My dissertation’s case studies locate contemporary South Africa as a place of high-stakes debates over and approaches to visual representation that makes claims to art, activism, and social commentary. In the ongoing project Chasing Shadows (1996–2006), Mofokeng has explored the effects of black and white in low light to represent sites of spiritual practice and devotion. Through spectral blurs and dark shadows, the photographs interrogate the associations of black and white with truth and the limits of representing human experience. Aiming to convey the dignity of his photographic subjects, Mendel used black and white to represent aspects of the HIV/AIDS epidemic in the series titled A Broken Landscape: HIV and AIDS in Africa, exhibited at the South African National Gallery and published as a book in 2001. Mendel’s project debuted just after photographers such as Chris Ledochowski (b. 1956) and Zwelethu Mthethwa (b. 1960) made assertive claims for the dignifying potential of highly saturated color photography in South Africa’s townships; I consider these competing notions of the dignified image on the brink of Mendel’s subsequent turn to color. With Intersections, Goldblatt sought ways to photograph South Africa’s changed landscape as a post-apartheid nation, finding color technology much improved and expressing less anxiety than in his earlier work that color’s association with lyricism might override social commentary. Last, Tillim’s sojourn in Johannesburg’s inner city resulted in Jo’burg (2004), an exhibition and a book featuring muted color photographs of vulnerable black residents in substandard housing that present an opportunity to reflect on a subtle, elegiac treatment of the urban environment.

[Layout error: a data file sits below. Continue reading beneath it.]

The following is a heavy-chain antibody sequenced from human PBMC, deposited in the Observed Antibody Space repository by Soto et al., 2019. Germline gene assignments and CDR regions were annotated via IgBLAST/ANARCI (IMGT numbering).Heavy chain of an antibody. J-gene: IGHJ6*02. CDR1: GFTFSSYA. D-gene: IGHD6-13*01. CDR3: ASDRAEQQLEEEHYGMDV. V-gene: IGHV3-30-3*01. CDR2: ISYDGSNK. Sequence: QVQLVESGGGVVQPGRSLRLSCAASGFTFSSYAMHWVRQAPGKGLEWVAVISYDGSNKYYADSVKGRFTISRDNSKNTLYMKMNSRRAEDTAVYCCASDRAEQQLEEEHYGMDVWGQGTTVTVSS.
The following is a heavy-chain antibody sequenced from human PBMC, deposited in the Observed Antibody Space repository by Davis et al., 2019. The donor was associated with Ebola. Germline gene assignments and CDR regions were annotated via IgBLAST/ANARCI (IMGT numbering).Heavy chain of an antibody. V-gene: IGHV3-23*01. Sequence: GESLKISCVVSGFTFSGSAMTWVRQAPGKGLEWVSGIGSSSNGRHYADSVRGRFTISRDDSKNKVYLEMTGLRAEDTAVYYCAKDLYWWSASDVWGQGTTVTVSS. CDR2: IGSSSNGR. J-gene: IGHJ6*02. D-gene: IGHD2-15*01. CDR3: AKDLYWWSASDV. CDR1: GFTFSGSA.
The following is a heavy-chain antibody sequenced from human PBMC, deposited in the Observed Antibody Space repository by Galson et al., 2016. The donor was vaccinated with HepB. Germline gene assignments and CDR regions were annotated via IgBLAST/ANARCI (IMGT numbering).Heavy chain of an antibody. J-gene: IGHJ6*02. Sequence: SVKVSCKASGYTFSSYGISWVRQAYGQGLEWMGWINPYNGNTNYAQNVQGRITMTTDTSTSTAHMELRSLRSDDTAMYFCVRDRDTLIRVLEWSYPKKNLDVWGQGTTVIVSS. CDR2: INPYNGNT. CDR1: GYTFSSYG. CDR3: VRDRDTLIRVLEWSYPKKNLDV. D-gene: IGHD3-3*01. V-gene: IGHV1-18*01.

While at CASVA, I composed my dissertation’s introduction, tracing the development and popularization of color photography in South Africa. Premised on the notion of “fixing the rainbow,” the introduction reveals how apartheid society shaped individual access to photographic tools and techniques as well as approaches to representing subject matter. I discuss the technical challenges facing early enthusiasts trying to “fix,” or retain, lasting color prints in colonial South Africa. I also consider “fix” in its meaning as a corrective, to examine how photographers and viewers associated color with particular politically transformative potential. The project becomes a platform for exploring shifting attitudes to black-and-white and color photography, especially their affective and ethical associations, notions of their appropriateness for specific subject matter, and their roles in shaping public attitudes and in determining racial and social classifications.